The House of Deputies on Wednesday approved a constitutional amendment to open Brazil's oil industry to private and foreign investment, a step that economists and political leaders said foreshadows a dramatic leap forward for a bundle of economic and social reforms that could transform South America's largest economy.
The sweeping reforms, analysts said, could fast-forward the country toward economic modernization by allowing the government to sell all or parts of its huge but poorly managed monopolies in oil, telecommunications, electricity, mining and other areas to private companies and investors in and outside of Brazil.
Private companies can do what the Brazilian government cannot, the analysts said--provide the capital for upgrading those industries to make them more efficient, profitable and accessible to Brazilians.
"It represents a major structural change for the Brazilian economy and society," said Carlos Langoni, a leading economist and former president of the nation's central bank.
Economist Paulo Rabello de Castro called the vote "sociologically as important as the abolition of slavery" in Brazil more than 100 years ago. Market analysts said the world's ninth-largest economy and America's third-largest hemispheric trading partner could be a dramatically different country in the near future.
"You might not even recognize Brazil five years from now," said Paulo Vasconcellos, director of market research for Merrill Lynch in Sao Paulo. "This could be a benchmark in the development of the country."
Final approval of the reforms is not a fait accompli . Some parts of the package have yet to be introduced in Congress, and all have to be approved twice by more than two-thirds of the Senate. And selling off the companies could take as long as two years.
But observers say that Wednesday's vote, on the heels of Tuesday's approval by the House of measures to privatize the nation's antiquated telephone system, are strong signals that what five years ago would have been impossible--and just three months ago was thought unlikely--is now nearly assured by the end of the year.
"Congress is ready to turn a page in the history of Brazil," said President Fernando Henrique Cardoso, who is expanding a modest privatization process that began in 1992. Though much of Latin America has opened itself to privatization in recent years, Brazil's program has been open to Brazilian buyers only.
Economists and political analysts say that the early votes on the reforms reflect a sea change in Brazilians' attitudes toward economic development. Since shortly after World War II, Brazilians have viewed the federal government as the engine for development, largely because it was the only entity able to muster enough capital for large-scale projects in oil, mining and telecommunications.
And Brazilians, traditionally strong nationalists, have long been suspicious of foreign investment and ownership. No Brazilian firm has symbolized that attitude more than Petrobras, the state-owned oil company founded in 1953 and today the world's 15th-largest oil concern.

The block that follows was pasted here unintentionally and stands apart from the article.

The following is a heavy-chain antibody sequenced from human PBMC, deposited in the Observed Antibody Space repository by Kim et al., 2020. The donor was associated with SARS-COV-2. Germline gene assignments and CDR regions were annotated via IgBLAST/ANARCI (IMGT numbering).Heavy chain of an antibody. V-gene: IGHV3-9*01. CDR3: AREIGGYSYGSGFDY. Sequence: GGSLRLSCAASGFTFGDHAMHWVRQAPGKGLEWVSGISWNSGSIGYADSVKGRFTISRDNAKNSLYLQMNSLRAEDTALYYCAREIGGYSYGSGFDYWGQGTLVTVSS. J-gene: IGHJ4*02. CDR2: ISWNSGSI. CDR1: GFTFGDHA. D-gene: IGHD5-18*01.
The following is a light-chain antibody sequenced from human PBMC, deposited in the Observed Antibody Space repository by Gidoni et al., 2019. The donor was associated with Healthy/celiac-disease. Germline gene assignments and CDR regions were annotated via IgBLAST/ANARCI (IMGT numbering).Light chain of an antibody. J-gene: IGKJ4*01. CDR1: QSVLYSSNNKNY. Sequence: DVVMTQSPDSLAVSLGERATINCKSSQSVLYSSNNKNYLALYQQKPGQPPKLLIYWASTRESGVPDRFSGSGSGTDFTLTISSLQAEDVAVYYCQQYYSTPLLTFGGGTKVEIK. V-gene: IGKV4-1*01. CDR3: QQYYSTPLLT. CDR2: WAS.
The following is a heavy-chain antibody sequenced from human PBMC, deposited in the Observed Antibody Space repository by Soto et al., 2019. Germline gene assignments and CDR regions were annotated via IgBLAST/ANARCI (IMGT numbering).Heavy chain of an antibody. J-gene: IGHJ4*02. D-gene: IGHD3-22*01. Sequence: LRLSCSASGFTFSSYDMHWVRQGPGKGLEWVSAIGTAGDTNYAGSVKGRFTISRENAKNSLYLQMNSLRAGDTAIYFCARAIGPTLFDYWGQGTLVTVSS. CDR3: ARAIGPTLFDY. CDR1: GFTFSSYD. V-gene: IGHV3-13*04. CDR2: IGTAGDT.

The nation's largest company, Petrobras produces 750,000 barrels of crude oil a day--third in Latin America behind Venezuela and Mexico--and refines another 1.5 million barrels daily. Net profits for 1994 were $1.7 billion on $13.7 billion in earnings, up 159% over 1993, according to Petrobras officials.
When it was formed, Petrobras was to make the country self-sufficient in oil production by tapping a sea of oil believed to exist beneath the Amazon rain forest. But after more than $80 billion in investment, Brazil still meets half of its oil needs with imports. About 65% of its petroleum output comes from costly offshore wells, and only a fraction from the Amazon.
After years of watching public services decline and their industries fall behind those of the rest of the world, Brazilians have now shifted their attitude about the role of government in economic development.
"Five years ago, nobody could have gotten the people to go for privatization," economist Langoni said. "Now, they are extremely receptive to the idea, and that is what is pushing the process forward."
Cardoso, who came to office six months ago on a reform platform, recently won a major test by staring down petroleum workers who called a strike in an effort to kill the administration's privatization drive.
The 30-day strike, which ended last week, strengthened Cardoso's hand; the strikers, among Brazil's highest-paid workers, lost sympathy from citizens lacking cooking oil for their stoves and gasoline for their cars.
Once all the legislation is passed, foreign investment in Brazil is expected to increase at least fivefold as companies and investors either bid for government-owned companies or establish new ventures.
The federal government hopes to use the resulting billions in revenue to retire a large chunk of the country's $70-billion national debt and pump money that once went into running those companies into badly needed health and education services.
Then weary Brazilians, who in the past 15 years have weathered the world's longest stretch of runaway inflation, may begin to see an end to $3,000 start-up charges for telephone service, five-hour electrical outages and a plethora of other expensive public services that don't work.
"That's what we're all hoping for," said Elena Landau, the economist in charge of selling billions of dollars' worth of government companies that have already been approved for sale."I want a telephone where I don't have a third person on the line unless it's on purpose. I want touch-tone."